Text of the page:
Grotto, a sapphic pop-up bar inside the parlor room of Ludlow House, hosted their pre-Valentine’s soiree on February 9. The theme was Baz Luhrman’s 1996 film adaptation of “Romeo and Juliet,” with partygoers donning white gowns, angel wings, and fake metal armor. Couple and business partners Austa Somvichian-Clausen and Victoria Geddes founded the Lower East Side concept bar in hopes of creating a space for patrons to feel “supported, accepted, and safe,” Somvichian-Clausen told Gay City News.
Barnard students Claire Killian and Lily Pazner came to the event to celebrate Valentine’s day and socialize with other queer women. Pazner, 21, described the experience as “really refreshing.”
“The nightlife scene [in New York City] can be a lot as a queer woman and not always feel the safest so it’s really nice to be in an environment like this,” she told Gay City News.
Killian echoed her friend’s sentiment and commented on how comfortable she felt at Grotto.
“This all just feels very natural,” the 21-year-old said.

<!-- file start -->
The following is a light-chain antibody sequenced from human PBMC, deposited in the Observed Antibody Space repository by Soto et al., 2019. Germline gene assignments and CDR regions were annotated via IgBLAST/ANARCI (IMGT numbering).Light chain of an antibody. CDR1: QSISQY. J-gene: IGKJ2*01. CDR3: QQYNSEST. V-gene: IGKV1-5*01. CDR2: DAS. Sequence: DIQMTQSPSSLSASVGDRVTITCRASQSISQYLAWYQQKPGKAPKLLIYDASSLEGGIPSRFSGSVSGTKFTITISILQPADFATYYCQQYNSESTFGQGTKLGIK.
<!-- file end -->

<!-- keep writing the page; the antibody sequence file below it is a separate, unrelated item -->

Harlem Best friend duo Aliyah Curry and Danielle Guido came to the soiree after getting tickets from a friend. Curry was struck by how at ease she felt there in comparison to typical nightlife scenes.
“It feels very safe. I feel very myself, very chilled, very laid back versus a night at a regular bar,” Curry said.
Both women noted how “amazing” it felt to be at an event for women loving women that Guido said “aren’t frequent enough.”
This is one of the main reasons the couple decided to open Grotto: a lack of spaces for queer women to socialize in New York City.
“There are currently three lesbian bars in NYC—two in Manhattan and one in Brooklyn. We just need more of them! We’ve been talking to a lot of Grotto guests about the need for a nice space for the community, where sapphics can go to have a nice drink, bring a date or a group of friends, and actually be able to catch up and take up space. We deserve nice things!” Somvichian-Clausen said.
While Grotto is currently a pop-up, in the future the couple hopes to open up their own permanent location so patrons can enjoy the community they have cultivated for years to come.
“Safe spaces for womxn are especially important, as they are constantly having to safeguard themselves against harassment and fetishization, so we are always thinking of ways that we can make Grotto increasingly safe for them. We want patrons to know that they deserve spaces that feel really good to be in,” Somvichian-Clausen told Gay City News.